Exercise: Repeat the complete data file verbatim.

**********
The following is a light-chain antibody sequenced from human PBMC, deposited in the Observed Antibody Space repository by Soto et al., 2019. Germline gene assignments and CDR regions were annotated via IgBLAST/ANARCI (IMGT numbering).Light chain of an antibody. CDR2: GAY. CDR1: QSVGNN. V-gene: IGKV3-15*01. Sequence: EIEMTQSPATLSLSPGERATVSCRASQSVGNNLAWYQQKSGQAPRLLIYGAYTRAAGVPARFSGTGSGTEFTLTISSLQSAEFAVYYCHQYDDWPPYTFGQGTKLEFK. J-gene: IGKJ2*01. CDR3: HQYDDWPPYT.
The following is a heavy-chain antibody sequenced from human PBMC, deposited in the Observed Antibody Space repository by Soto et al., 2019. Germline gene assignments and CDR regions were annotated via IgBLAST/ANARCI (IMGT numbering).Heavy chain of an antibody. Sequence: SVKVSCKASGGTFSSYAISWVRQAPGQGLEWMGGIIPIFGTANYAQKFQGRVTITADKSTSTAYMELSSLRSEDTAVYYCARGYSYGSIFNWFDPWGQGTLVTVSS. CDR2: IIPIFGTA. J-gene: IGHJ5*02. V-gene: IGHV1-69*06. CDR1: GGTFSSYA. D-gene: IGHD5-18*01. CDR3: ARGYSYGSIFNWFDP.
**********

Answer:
The following is a light-chain antibody sequenced from human PBMC, deposited in the Observed Antibody Space repository by Soto et al., 2019. Germline gene assignments and CDR regions were annotated via IgBLAST/ANARCI (IMGT numbering).Light chain of an antibody. CDR2: GAY. CDR1: QSVGNN. V-gene: IGKV3-15*01. Sequence: EIEMTQSPATLSLSPGERATVSCRASQSVGNNLAWYQQKSGQAPRLLIYGAYTRAAGVPARFSGTGSGTEFTLTISSLQSAEFAVYYCHQYDDWPPYTFGQGTKLEFK. J-gene: IGKJ2*01. CDR3: HQYDDWPPYT.
The following is a heavy-chain antibody sequenced from human PBMC, deposited in the Observed Antibody Space repository by Soto et al., 2019. Germline gene assignments and CDR regions were annotated via IgBLAST/ANARCI (IMGT numbering).Heavy chain of an antibody. Sequence: SVKVSCKASGGTFSSYAISWVRQAPGQGLEWMGGIIPIFGTANYAQKFQGRVTITADKSTSTAYMELSSLRSEDTAVYYCARGYSYGSIFNWFDPWGQGTLVTVSS. CDR2: IIPIFGTA. J-gene: IGHJ5*02. V-gene: IGHV1-69*06. CDR1: GGTFSSYA. D-gene: IGHD5-18*01. CDR3: ARGYSYGSIFNWFDP.